A photo of a brain in a jar: Mental accounting explains some of the odd things we think about money

People say odd things about the 100 to 1,500% returns they’ve made from home ownership.

  • They say no financial value is created until they sell.
  • They say even if they did sell they’d only buy another home, so the gains still don’t count.
  • They say it isn’t real money, or it’s funny money, or it’s paper money.
  • House price falls don’t count either, because of the ‘unless you sell it’s not real money’
  • They also say a home isn’t an asset because you have to live somewhere. Useful things can’t be assets? (I debunked this in a different post.)

What you’ll notice if you observe this as only an obsessive property-loser like me could – green eyes pressed up against their fancy bi-fold doors, watching them toast their non-existent mortgages – is how the line varies.

Some clearly do believe their house price gains are real money, because they’ll inform you they foresaw stratospheric rises when they bought a bedsit in Balham in the early 1990s for £20,000 that’s now worth £500,000.

When such gurus speak I get out my notebook and learn all I can. It’s not often you meet prescient financial wizards.

More often, thankfully, I hear the ‘only paper money’ sentiments offered not unkindly as a consolation to people who don’t own their own home.

Yet saying your six-figure house price gains aren’t real comes across as about as self-aware as a supermodel giving tips on succeeding on Tinder by wearing a hat.

What anyone normal sees if you got onto say the London property ladder 25 years ago with a £10,000 deposit and a £100,000 mortgage is you now own an asset worth perhaps £700,000 – a gain far north of half a million quid.1

Agreed, the homeowner will have paid a mortgage on top – but remember the We All Have To Live Somewhere clause.

Non-homeowners pay rent, moving costs, and they go to IKEA, too.

We can quibble about the precise numbers, but given landlords (i.e. professional homeowners) aim to profit from renters, it’s clear owning over the long-term isn’t usually a bigger financial burden than renting a similar property.

The net result is Person A bought and owns an asset worth maybe £700,000.

Person B didn’t, rented instead, and doesn’t.

Yet I’m told Person A is not better off than Person B, because it’s not real money.

Have I got that right?

Mental accountancy: The number of the beast

I’m having fun, but this isn’t really a post about the specifics of house prices, or the rights and wrongs of the market – or even sour grapes!

(And yes, I do still owe you an article on why I did finally buy my own flat. It’s coming. Prepare for an anti-climax.)

Today I’m more focusing on this mental accounting people do.

Mental accounting is why they say their home is not an investment, and that house price gains and losses aren’t real.

Their mental accounting is also what can makes them sound so insensitive when they tell you they’re not really better off, because when they sell this £1m property they’ll only have to buy another bloody one.

In reality they could sell-up, rent, and have all that cash in the bank, or in a diversified portfolio of shares.2

But the house equity lives in a different mental bucket, so they rarely see it that way.

Mental accountants I have known

I have a close friend who is of the ‘house gains aren’t real money’ mindset.

Helped by a chunky family-funded deposit, he bought his first flat in a gentrifying part of South London in the late 1990s.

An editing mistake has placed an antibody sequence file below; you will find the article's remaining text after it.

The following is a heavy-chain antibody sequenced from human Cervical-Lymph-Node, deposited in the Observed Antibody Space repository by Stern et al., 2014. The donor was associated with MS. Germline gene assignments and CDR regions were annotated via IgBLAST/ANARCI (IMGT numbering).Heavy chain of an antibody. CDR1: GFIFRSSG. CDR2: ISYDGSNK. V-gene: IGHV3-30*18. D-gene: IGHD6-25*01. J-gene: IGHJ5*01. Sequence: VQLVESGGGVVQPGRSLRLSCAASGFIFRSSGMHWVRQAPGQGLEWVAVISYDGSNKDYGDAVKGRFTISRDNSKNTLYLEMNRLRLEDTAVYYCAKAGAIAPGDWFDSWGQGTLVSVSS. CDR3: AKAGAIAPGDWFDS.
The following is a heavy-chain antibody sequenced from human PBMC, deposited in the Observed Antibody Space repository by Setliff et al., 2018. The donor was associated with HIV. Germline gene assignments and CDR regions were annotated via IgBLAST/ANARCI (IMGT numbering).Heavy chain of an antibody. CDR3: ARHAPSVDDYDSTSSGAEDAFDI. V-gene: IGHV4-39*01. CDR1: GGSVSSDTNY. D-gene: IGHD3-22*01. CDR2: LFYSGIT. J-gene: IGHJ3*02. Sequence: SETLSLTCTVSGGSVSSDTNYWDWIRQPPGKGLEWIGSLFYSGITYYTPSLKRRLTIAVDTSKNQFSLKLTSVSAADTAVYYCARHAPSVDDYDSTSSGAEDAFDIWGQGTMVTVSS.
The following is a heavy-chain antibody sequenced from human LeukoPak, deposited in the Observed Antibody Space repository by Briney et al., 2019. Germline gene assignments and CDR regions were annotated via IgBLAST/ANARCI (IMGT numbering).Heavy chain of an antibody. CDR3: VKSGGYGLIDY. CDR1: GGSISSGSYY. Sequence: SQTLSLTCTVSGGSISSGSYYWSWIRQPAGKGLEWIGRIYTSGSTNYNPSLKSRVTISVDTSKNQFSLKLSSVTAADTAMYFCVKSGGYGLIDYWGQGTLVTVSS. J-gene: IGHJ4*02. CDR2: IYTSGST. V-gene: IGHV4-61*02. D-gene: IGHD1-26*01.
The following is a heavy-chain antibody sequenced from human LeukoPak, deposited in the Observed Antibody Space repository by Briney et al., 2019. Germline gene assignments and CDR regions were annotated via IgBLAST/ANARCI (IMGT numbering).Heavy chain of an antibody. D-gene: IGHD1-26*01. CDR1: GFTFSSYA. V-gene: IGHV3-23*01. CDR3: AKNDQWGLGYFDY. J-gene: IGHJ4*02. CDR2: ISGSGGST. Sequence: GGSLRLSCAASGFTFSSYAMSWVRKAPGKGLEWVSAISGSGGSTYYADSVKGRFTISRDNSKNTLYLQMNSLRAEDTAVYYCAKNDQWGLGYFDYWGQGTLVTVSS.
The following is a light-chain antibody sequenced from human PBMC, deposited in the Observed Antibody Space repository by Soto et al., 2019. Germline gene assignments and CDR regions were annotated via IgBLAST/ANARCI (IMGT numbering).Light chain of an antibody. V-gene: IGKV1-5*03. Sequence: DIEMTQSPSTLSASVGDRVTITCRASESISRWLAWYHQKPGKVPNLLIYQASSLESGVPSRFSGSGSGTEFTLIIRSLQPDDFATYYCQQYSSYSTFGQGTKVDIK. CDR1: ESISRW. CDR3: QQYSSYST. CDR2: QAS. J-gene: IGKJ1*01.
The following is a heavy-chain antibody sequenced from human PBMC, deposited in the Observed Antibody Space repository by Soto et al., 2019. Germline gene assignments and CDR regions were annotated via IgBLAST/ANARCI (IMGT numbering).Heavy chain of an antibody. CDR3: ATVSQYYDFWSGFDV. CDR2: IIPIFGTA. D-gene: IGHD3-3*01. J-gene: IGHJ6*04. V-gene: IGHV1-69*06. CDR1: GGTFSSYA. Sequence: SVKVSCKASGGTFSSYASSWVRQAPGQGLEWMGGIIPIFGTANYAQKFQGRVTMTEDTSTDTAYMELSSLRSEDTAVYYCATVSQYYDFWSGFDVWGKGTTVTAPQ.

A bighearted person, he has often acknowledged his good fortune in getting help onto the ladder. He even charged me a mate’s rate rent as my landlord for a couple of years, which I didn’t expect and appreciated.

Yet he has shrugged off the growing value of his property assets over the years – even as the equity came to dwarf his other savings and any sensible multiple of his income – due to the ‘needing somewhere to live’ theory.

I saw things differently (increasingly so, as prices got away from me) and said so whenever the subject came up.

Things came to a head recently when he suggested I finally join him on one of his incredibly regular foreign holidays.

I’m also currently single and childless, he said – why not enjoy myself? After all, now I’d finally bought my own flat too I could surely let my hair down.

That – ahem – triggered me.

As tactfully as I could after 20 years debate and several glasses of wine, I pointed out that to buy my flat I’d had to find more than £500,000 from somewhere that he had never had to.

He might not consider his price gains real. But the price rises are very meaningful to someone who has to pay them in today’s market!

In short, he could take a couple of hundred holidays costing £2,500 or so over the next 25 years – maybe 5-10 a year – before I’d be in the same position as him.

Not my finest hour, granted, but there’s only so much you can take of someone saying it’s meaningless trivia that they live in a property that would today cost them roughly 20-times their income before you snap.

His mental accounting met my mortgage budgeting, and there were fireworks.


…it’s actually worse than that. Because I’m sure you saw what I did there.

What earthly reason did I have to set holiday costs against the gains on his flat?

There is no good reason. I was just mentally bracketing them together in the moment to wallow in my martyrdom for a few minutes – and perhaps to get out of an expensive holiday without resorting to voicing environmental qualms or my tightwad tendencies. (I see them more attractively, of course!)

I was fudging the figures for both of us. Instead of his housing equity I could have mentally positioned my investment portfolio against his meager ISAs and booked us both tickets to go.

But sadly I’m only human (my exes may disagree) with the same fit-for-the-savannah mind as everyone else.